Aortic valve stenosis is the most common valve disease in the western world. Over the past few years the number of aortic valve re-placement (AVR) interventions has increased with outcomes that have been improved despite increasing age of patients and increasing burden of comorbidities. However, despite such excellent results and its well-established position, conventional AVR has undergone great development over the previous two decades. Such progress, by way of less invasive incisions and use of new technologies, including transcatheter aortic valve implantation and sutureless valve prostheses, is intended to reduce the traumatic impact of the surgical procedure, thus fulfilling lower risk patients’ expectations on the one hand, and extending the operability toward increasingly high-risk patients on the other. Sutureless and rapid deployment aortic valves are biological, pericardial prostheses that anchor within the aortic annulus with no more than three sutures. The sutureless prostheses, by avoiding the passage and the tying of the sutures, significantly reduce operative times and may improve outcomes. However, there is still a paucity of robust, evidence-based data on the role and performance of sutureless AVR. Therefore, strongest long-term data, randomized studies and registry data are required to adequately assess the durability and long-term outcomes of sutureless aortic valve replacement.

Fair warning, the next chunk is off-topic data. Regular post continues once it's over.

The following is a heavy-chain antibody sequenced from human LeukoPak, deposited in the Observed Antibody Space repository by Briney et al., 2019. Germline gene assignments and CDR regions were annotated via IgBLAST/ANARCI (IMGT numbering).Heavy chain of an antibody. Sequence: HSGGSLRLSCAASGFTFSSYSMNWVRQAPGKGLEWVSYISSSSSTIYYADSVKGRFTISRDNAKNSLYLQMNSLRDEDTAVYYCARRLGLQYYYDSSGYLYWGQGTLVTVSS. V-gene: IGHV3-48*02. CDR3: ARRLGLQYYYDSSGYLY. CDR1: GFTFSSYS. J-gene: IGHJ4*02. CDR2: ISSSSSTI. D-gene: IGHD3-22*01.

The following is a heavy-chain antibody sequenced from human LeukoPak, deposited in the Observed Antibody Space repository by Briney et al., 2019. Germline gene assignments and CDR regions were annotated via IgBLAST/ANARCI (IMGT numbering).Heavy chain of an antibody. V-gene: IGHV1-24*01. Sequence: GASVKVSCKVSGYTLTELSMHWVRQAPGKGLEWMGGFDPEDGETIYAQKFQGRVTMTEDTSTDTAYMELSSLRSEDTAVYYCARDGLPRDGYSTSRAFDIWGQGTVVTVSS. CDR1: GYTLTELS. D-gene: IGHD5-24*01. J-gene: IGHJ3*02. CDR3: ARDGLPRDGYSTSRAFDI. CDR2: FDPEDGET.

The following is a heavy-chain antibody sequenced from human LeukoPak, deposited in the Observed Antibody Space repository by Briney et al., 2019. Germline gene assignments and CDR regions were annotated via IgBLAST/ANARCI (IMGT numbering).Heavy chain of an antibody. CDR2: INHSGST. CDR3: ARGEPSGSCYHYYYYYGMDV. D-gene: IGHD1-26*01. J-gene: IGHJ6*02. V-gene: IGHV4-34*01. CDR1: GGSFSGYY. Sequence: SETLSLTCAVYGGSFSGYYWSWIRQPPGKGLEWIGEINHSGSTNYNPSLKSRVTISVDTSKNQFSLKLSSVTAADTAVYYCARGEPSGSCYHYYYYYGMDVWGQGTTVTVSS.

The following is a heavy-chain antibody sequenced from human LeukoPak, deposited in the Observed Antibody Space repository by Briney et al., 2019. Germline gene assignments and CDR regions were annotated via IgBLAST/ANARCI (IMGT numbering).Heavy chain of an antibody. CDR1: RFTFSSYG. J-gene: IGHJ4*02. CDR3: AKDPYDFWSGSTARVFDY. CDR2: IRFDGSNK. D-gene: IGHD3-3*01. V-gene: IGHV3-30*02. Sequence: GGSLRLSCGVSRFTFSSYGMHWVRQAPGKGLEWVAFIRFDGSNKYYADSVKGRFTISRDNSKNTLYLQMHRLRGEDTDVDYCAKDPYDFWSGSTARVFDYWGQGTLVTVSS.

Aortic valve stenosis; Elderly patients; Minimally invasive surgery; Transcatheter aortic valve implantation
Both right and left ventricles are developed from two adjacent segments of the primary heart tube. Though they are different with re-gard to shape and power, they mirror each other in terms of behavior. This is the first level of symmetry in cardiac function assessment. Both cardiac muscle contraction and relaxation are active. This constructs the second level of symmetry in cardiac function assessment. Combination of the two levels will help to find some hidden indexes or approaches to evaluate cardiac function. In this article, four major indexes from echocardiography were analyzed under this principal, another seventeen indexes or measurement approaches came out of the shadow, which is very helpful in the assessment of cardiac function, especially for the right cardiac function and diastolic cardiac function.